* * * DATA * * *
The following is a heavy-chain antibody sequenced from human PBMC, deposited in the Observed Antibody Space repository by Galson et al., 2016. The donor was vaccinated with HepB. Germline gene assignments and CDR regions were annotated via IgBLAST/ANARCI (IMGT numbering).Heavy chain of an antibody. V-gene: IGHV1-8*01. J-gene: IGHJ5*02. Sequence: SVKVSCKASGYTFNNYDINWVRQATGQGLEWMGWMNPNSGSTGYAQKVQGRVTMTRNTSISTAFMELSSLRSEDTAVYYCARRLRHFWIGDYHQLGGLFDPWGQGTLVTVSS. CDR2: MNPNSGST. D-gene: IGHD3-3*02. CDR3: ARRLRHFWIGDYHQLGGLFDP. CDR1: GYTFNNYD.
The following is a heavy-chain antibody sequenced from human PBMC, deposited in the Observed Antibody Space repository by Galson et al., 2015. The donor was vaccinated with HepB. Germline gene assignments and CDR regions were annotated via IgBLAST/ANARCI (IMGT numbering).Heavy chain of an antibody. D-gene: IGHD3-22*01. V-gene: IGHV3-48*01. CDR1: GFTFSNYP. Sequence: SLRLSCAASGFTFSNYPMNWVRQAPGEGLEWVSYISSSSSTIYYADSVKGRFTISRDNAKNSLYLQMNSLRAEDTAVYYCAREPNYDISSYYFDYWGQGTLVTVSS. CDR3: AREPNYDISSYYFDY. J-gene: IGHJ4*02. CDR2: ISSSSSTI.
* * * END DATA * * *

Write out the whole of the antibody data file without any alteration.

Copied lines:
The following is a heavy-chain antibody sequenced from human PBMC, deposited in the Observed Antibody Space repository by Galson et al., 2016. The donor was vaccinated with HepB. Germline gene assignments and CDR regions were annotated via IgBLAST/ANARCI (IMGT numbering).Heavy chain of an antibody. V-gene: IGHV1-8*01. J-gene: IGHJ5*02. Sequence: SVKVSCKASGYTFNNYDINWVRQATGQGLEWMGWMNPNSGSTGYAQKVQGRVTMTRNTSISTAFMELSSLRSEDTAVYYCARRLRHFWIGDYHQLGGLFDPWGQGTLVTVSS. CDR2: MNPNSGST. D-gene: IGHD3-3*02. CDR3: ARRLRHFWIGDYHQLGGLFDP. CDR1: GYTFNNYD.
The following is a heavy-chain antibody sequenced from human PBMC, deposited in the Observed Antibody Space repository by Galson et al., 2015. The donor was vaccinated with HepB. Germline gene assignments and CDR regions were annotated via IgBLAST/ANARCI (IMGT numbering).Heavy chain of an antibody. D-gene: IGHD3-22*01. V-gene: IGHV3-48*01. CDR1: GFTFSNYP. Sequence: SLRLSCAASGFTFSNYPMNWVRQAPGEGLEWVSYISSSSSTIYYADSVKGRFTISRDNAKNSLYLQMNSLRAEDTAVYYCAREPNYDISSYYFDYWGQGTLVTVSS. CDR3: AREPNYDISSYYFDY. J-gene: IGHJ4*02. CDR2: ISSSSSTI.